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§ 66272.62. Determining the Initial Penalty for Each Violation.

22 CA ADC § 66272.62BARCLAYS OFFICIAL CALIFORNIA CODE OF REGULATIONS

Barclays Official California Code of Regulations Currentness
Title 22. Social Security
Division 4.5. Environmental Health Standards for the Management of Hazardous Waste
Chapter 22. Enforcement, Inspections, and Informant Rewards
Article 3. Assessment of Administrative Penalties
22 CCR § 66272.62
§ 66272.62. Determining the Initial Penalty for Each Violation.
(a) The Enforcement Agency shall determine an initial penalty for each violation, considering potential harm and the extent of deviation from hazardous waste management requirements. The Enforcement Agency shall use the matrix set forth in Subsection 66272.62(d) to determine the initial penalty for each violation.
(b) Potential Harm of the Violation
(1) The Enforcement Agency shall consider potential harm to public health and safety and the environment when using the matrix.
(2) The categories for degree of potential harm are defined as follows:
(A) Major - The characteristics and/or amount of the substance involved present a major threat to human health or safety or the environment and the circumstances of the violation indicate a high potential for harm or, in the case of a violation of financial requirements, coverage is lacking or substantially below the required amount or it is certain or probable that the coverage would be absent or inadequate;
(B) Moderate - The characteristics and/or amount of the substance involved do not present a major threat to human health or safety or the environment, and the circumstances of the violation do not indicate a high potential for harm or, in the case of a violation of financial requirements, coverage is significantly below the required amount or it is possible that the coverage would be absent or inadequate;
(C) Minimal - The threat presented by the characteristics and the amount of the substance or by the circumstances of the violation are low or, in the case of a violation of financial requirements, coverage is slightly below the required amount or it is unlikely that the coverage would be absent or inadequate.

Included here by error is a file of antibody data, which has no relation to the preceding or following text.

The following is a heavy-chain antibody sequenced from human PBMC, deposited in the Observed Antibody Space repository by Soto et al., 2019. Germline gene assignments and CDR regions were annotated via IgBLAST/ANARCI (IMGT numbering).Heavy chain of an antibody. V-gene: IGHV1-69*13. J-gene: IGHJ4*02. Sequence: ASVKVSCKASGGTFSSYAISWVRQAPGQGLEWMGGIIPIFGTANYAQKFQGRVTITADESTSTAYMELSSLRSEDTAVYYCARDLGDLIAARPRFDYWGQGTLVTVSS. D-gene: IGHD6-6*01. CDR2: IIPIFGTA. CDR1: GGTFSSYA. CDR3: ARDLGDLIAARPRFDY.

(3) In determining the degree of potential harm, the Enforcement Agency shall consider the following factors:
(A) The characteristics of the substance involved,
(B) The amount of the substance involved,
(C) The extent to which human life or health is threatened,
(D) The extent to which animal life is threatened,
(E) The extent to which the environment is threatened, and
(F) The extent to which potable water supplies are threatened.
(4) Potential harm for violations or financial requirements shall be determined by considering the amount of closure, postclosure, or corrective action costs for which there is no financial assurance or the amount of required liability coverage that is absent, and the likelihood that injury or damages, if they occur, will not be compensated due to an inadequacy in the coverage.
(5) A violation must involve the actual management of hazardous waste including the absence of adequate financial assurance for closure, postclosure, corrective action or financial liability coverage, as distinguished from being a “record-keeping” violation, for the violation to have a major potential for harm. “Record-keeping,” for purposes of this article, means a requirement to record information, to retain records, and to have documents available for inspection. “Record-keeping” does not include a substantive requirement such as the requirement to have a contingency plan, a waste analysis plan, or a closure plan. The following examples illustrate what is considered “record-keeping” and what is considered a violation that could have a major potential for harm.
(A) A failure to record inspections that were in fact completed is a record-keeping violation and would not have a major potential for harm. A failure to conduct inspections according to the schedule is not a record-keeping violation and could have a major potential for harm depending on the circumstances.
(B) A failure to retain a copy of a manifest is a record-keeping violation and would not have a major potential for harm. A failure to use a manifest for a shipment of hazardous waste is not a record-keeping violation and could have a major potential for harm depending on the circumstances.
(C) A failure to have available for inspection a waste analysis plan that does in fact exist is a record-keeping violation and would not have a major potential for harm. A failure to have a waste analysis plan, or a failure to have a waste analysis plan available to staff who are to implement the plan, is not a record-keeping violation and could have a major potential for harm depending on the circumstances.
(6) Financial violations that are strictly paperwork errors or omissions that do not affect actual functioning of adequate financial assurance for closure, postclosure, corrective action, or financial liability coverage are record-keeping violations. Violations involving the absence of adequate financial assurance for closure, postclosure, corrective action, or financial liability coverage are hazardous waste management violations, not record-keeping violations.
(7) Groundwater monitoring record-keeping is a fundamental part of the groundwater monitoring requirements. Groundwater monitoring record-keeping violations may have a major, moderate, or minimal potential for harm. The category selected for potential harm shall be based on the extent to which the violation may lead directly to environmental harm, have a potential for harm, or cause an inability to detect releases to groundwater.